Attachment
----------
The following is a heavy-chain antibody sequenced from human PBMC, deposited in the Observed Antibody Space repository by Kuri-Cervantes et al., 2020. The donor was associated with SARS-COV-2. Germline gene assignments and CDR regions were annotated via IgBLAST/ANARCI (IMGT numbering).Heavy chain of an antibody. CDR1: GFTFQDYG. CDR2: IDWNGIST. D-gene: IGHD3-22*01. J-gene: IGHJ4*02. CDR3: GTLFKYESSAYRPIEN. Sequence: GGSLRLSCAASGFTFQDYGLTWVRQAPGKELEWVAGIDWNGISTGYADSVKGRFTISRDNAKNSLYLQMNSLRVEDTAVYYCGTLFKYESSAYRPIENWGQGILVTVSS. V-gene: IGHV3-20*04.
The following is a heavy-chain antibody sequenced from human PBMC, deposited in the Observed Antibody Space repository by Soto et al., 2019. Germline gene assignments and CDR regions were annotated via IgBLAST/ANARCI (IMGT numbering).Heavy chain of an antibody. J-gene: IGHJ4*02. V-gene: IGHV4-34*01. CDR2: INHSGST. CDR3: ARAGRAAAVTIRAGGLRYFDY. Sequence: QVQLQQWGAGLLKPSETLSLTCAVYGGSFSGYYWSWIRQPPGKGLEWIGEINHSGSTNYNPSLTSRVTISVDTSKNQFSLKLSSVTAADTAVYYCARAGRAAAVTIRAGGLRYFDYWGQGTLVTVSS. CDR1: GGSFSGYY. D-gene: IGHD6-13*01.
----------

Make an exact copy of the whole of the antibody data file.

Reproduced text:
The following is a heavy-chain antibody sequenced from human PBMC, deposited in the Observed Antibody Space repository by Kuri-Cervantes et al., 2020. The donor was associated with SARS-COV-2. Germline gene assignments and CDR regions were annotated via IgBLAST/ANARCI (IMGT numbering).Heavy chain of an antibody. CDR1: GFTFQDYG. CDR2: IDWNGIST. D-gene: IGHD3-22*01. J-gene: IGHJ4*02. CDR3: GTLFKYESSAYRPIEN. Sequence: GGSLRLSCAASGFTFQDYGLTWVRQAPGKELEWVAGIDWNGISTGYADSVKGRFTISRDNAKNSLYLQMNSLRVEDTAVYYCGTLFKYESSAYRPIENWGQGILVTVSS. V-gene: IGHV3-20*04.
The following is a heavy-chain antibody sequenced from human PBMC, deposited in the Observed Antibody Space repository by Soto et al., 2019. Germline gene assignments and CDR regions were annotated via IgBLAST/ANARCI (IMGT numbering).Heavy chain of an antibody. J-gene: IGHJ4*02. V-gene: IGHV4-34*01. CDR2: INHSGST. CDR3: ARAGRAAAVTIRAGGLRYFDY. Sequence: QVQLQQWGAGLLKPSETLSLTCAVYGGSFSGYYWSWIRQPPGKGLEWIGEINHSGSTNYNPSLTSRVTISVDTSKNQFSLKLSSVTAADTAVYYCARAGRAAAVTIRAGGLRYFDYWGQGTLVTVSS. CDR1: GGSFSGYY. D-gene: IGHD6-13*01.